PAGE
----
It’s a complex world, with Italian Renaissance overtones, and both the workings of the magical world and its relationship with the physical are explored further in The Shattered City. Velody grows into her role on the great chess board, introducing a new regime of polite behaviour — of community — into the fractious, scheming Court, while her fellow seamstresses — Rhian, all but neglected for much of this story, and fiery Delphine — also find their place in the new world order.

    australian women writers challenge 2012The actual story that drives this book — an assassin in the ranks and the sense that the city faces its most deadly threat yet — takes a while to get going, but there’s no time for slacking off. There are so many points of view, often thrown altogether within each chapter, and some make only one or few appearances: it’s easy to lose track of just whose head you’re in.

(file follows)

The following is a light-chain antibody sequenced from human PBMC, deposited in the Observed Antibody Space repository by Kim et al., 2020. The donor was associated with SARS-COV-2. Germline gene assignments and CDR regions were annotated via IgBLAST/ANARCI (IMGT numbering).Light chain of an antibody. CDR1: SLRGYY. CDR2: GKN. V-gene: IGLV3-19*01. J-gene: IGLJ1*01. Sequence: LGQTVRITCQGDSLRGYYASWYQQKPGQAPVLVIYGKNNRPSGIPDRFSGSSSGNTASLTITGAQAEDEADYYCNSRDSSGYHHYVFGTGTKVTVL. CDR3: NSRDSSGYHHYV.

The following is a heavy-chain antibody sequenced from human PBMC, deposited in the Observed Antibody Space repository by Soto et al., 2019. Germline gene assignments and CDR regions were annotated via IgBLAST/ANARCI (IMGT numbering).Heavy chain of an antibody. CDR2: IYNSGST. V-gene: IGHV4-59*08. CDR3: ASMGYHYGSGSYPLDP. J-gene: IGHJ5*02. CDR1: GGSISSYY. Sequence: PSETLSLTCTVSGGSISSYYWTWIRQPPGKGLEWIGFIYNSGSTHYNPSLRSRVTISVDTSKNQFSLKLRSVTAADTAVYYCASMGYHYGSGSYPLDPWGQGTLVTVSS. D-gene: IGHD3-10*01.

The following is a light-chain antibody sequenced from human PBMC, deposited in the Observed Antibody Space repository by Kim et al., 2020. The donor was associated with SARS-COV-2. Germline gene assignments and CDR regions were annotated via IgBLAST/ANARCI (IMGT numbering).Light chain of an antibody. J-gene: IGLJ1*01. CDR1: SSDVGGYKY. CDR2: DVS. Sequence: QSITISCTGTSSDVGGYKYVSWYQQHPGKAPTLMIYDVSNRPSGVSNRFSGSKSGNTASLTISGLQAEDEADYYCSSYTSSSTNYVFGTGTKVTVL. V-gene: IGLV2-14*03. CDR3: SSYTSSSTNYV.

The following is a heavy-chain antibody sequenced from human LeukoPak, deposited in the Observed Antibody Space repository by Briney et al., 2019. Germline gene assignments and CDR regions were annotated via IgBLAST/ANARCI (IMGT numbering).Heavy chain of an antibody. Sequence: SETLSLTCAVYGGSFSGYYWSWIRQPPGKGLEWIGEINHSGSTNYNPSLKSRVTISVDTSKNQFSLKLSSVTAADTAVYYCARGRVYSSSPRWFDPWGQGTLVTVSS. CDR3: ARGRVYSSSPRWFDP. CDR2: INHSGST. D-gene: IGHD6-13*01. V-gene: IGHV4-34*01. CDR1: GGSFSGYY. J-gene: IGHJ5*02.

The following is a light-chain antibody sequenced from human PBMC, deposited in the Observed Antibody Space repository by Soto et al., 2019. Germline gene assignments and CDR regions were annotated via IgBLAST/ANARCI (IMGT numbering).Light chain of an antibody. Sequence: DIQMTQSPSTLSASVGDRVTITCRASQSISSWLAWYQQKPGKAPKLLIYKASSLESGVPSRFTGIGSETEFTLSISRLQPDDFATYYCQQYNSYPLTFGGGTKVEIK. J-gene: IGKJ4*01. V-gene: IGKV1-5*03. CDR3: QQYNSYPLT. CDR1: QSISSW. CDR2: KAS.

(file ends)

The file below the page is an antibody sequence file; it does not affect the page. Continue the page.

It’s a strength that the immediate story arcs of books 1 and 2 are both resolved between their covers, while the larger story stretches across them. As with the first, the second delivers some delicious moments, beautifully dressed and dead sexy, and what a relief it is to finally have the plot point that kicked the whole thing off finally out in the open. Rayner Roberts is wise to not present it as a surprise, but use it as leverage for a greater goal. The Creature Court series offers a layered, detailed, credible world, peopled with a cast of complex, motivated individuals. How fortunate that, given the impending showdown foreshadowed here, that book 3, Reign of Beasts, is out now!


    This review has also been posted at Australian Speculative Fiction in Focus, who made the review copy available.

    Previous Challenge reviews:

  • Frantic, by Katherine Howell, crime.